Plants to treat diabetes: Indian researcher in Australia shows the way
Plants To Treat Diabetes: Indian Researcher In Australia Shows The Way. An Indian researcher currently pursuing Ph.D in Australia is conducting a study to test the use of plants in the treatment of diabetes and cancer, a media report said on Wednesday.
MELBOURNE: An Indian researcher currently pursuing Ph.D in Australia is conducting a study to test the use of plants in the treatment of diabetes and cancer, a media report said on Wednesday.
Vandana Gulati, who is currently pursuing her Ph.D at Melbourne's Swinburne University of Technology and was involved with pharmaceutical research in India after completing her masters in ayurvedic pharmacy, has investigated 12 medicinal plant extracts and their applications in treatment of diabetes and cancer, reported Melbourne-based Indian Link newspaper.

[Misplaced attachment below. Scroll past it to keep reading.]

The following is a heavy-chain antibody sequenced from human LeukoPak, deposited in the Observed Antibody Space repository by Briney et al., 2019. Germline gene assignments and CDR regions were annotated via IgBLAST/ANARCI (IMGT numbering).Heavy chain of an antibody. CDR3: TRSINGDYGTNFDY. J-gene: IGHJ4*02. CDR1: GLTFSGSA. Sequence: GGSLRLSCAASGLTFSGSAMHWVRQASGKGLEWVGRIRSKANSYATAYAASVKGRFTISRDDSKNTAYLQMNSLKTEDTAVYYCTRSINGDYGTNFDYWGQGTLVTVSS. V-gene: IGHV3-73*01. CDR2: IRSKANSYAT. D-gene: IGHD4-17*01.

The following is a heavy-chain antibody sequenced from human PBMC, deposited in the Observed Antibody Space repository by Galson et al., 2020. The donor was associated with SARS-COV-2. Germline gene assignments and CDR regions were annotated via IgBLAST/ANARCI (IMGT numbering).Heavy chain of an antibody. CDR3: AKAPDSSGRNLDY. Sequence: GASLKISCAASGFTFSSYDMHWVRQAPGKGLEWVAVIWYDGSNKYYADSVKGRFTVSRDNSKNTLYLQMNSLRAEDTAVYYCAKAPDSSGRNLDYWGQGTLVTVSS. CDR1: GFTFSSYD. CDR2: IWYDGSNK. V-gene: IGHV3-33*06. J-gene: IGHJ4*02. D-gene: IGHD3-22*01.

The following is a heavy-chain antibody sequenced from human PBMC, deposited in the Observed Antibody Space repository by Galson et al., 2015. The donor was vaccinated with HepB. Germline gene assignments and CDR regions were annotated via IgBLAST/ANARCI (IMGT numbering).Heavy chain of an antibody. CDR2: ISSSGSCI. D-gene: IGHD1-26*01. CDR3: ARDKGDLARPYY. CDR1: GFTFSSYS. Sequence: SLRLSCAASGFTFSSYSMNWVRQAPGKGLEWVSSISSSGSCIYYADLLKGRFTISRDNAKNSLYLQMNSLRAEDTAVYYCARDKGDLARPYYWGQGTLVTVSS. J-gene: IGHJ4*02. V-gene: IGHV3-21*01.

"When we moved here, we found that people had reservations about the effectiveness of plant-based research. There were a few groups working in this field, however, majority were not receptive to the idea," she said.
Previous studies have found that diabetes and cancer are linked, as the risk of low insulin in diabetes affects the growth of cancer cells.
Preliminary research has shown that witchetty bush (Acacia kempeana) and Australian sandalwood (Santalum spicatum) stimulate glucose uptake in fat cells, while dead finish (Acacia tetragonophylla), turpentine bush (Beyeria Ieshnaultii) and caustic weed (Euphorbia drumondii) significantly reduced fat accumulation in fat cells. The witchetty bush and dead finish also showed strong activity against cervical cancer cells.
"There are still many experiments that need to be completed on the cells, followed by testing on animals and finally a trial on humans directly. However, we are very positive of the outcome," Gulati added.